“We have also purchased capacity on the Vocus Australia Singapore Cable and will acquire capacity on Indigo West once available, again to be matched by a point of presence at Equinix SG1 in Singapore.”

Speaking with ZDNet in November, Britt had flagged a AU$4 million investment to upgrade its network and capacity as it adds between 5,000 and 7,000 new customers per month.

Its initial network was built for around 130,000 subscribers, but Aussie Broadband predicts that it will reach around 180,000 customers by June this year.

Britt also sees Aussie Broadband growing to more than 200 employees by mid-2019, as it has a policy of one support staff member per 5,000 customers.

Speaking on Aussie Broadband’s NBN outage in October, Britt revealed to ZDNet that it was the result of a betting agency customer being targeted during the AFL grand final weekend.

“We have a customer that’s a betting agency, and we believe that we were targeted to target them,” the MD explained.

“What happened was there was a lot of voice requests hitting our firewall, and we probably didn’t have enough capacity in that firewall infrastructure, and we were fairly open about that. Basically, that triggered this cascading failure from there, we lost authentication out to our equipment, so about half the customers couldn’t authenticate anymore.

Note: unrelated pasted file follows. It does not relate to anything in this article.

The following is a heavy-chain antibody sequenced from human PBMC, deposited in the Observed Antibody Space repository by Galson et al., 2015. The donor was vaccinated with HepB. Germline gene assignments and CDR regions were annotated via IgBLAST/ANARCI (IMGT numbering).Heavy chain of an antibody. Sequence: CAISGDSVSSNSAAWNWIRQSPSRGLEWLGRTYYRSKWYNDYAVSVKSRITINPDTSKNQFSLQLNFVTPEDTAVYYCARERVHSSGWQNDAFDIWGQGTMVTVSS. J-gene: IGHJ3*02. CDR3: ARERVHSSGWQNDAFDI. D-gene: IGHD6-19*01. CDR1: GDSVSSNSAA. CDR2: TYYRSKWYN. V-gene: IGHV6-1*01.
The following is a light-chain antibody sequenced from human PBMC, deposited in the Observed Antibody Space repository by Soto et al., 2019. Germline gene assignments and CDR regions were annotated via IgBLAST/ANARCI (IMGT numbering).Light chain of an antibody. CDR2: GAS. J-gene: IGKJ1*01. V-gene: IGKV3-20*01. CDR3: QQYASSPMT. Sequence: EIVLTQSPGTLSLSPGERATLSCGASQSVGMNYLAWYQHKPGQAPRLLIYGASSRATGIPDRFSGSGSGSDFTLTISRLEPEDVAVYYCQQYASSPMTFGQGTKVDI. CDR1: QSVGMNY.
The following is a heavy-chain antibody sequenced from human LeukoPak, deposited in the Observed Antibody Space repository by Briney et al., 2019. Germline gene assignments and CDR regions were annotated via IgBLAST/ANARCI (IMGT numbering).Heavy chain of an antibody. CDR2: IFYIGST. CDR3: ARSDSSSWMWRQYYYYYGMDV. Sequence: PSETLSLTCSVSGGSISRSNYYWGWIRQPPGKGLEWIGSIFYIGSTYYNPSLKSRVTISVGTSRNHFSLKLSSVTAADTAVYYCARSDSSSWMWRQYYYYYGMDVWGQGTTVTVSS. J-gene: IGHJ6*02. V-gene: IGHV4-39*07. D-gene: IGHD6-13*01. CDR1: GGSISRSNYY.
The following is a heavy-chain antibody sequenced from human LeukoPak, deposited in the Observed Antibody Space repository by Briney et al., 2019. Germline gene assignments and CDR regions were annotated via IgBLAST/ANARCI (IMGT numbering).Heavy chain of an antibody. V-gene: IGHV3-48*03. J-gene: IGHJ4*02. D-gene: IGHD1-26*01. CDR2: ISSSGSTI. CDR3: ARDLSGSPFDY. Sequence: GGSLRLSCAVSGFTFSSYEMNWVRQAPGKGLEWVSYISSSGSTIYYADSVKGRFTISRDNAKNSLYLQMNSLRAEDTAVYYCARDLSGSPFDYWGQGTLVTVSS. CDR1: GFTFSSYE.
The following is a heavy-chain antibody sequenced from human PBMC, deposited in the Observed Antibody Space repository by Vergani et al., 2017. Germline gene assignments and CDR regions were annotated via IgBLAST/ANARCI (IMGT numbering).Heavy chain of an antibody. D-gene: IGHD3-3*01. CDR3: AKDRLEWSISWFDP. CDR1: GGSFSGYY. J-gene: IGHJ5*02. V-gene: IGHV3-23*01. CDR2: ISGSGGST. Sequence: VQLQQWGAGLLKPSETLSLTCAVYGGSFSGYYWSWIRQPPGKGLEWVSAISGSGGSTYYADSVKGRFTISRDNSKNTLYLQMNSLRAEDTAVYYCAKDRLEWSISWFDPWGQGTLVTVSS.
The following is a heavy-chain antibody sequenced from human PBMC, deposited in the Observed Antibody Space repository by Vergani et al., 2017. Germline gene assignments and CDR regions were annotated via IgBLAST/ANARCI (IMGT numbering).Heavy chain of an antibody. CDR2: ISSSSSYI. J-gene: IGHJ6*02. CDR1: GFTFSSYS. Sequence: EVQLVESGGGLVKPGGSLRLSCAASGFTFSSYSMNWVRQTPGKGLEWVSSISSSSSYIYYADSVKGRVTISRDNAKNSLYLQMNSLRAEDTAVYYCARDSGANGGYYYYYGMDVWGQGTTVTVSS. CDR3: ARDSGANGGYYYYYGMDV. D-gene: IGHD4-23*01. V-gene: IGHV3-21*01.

“Part of what we’ve done to fix that is all the authentication mechanisms now have a separate direct pathway to each of the POIs and the aggregation points that we use, so that if that firewall infrastructure gets hit again … we might lose access to some of our internal services. We’re still working that through, getting those changes made.”

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Can You Use An Xbox Controller On Nintendo Switch?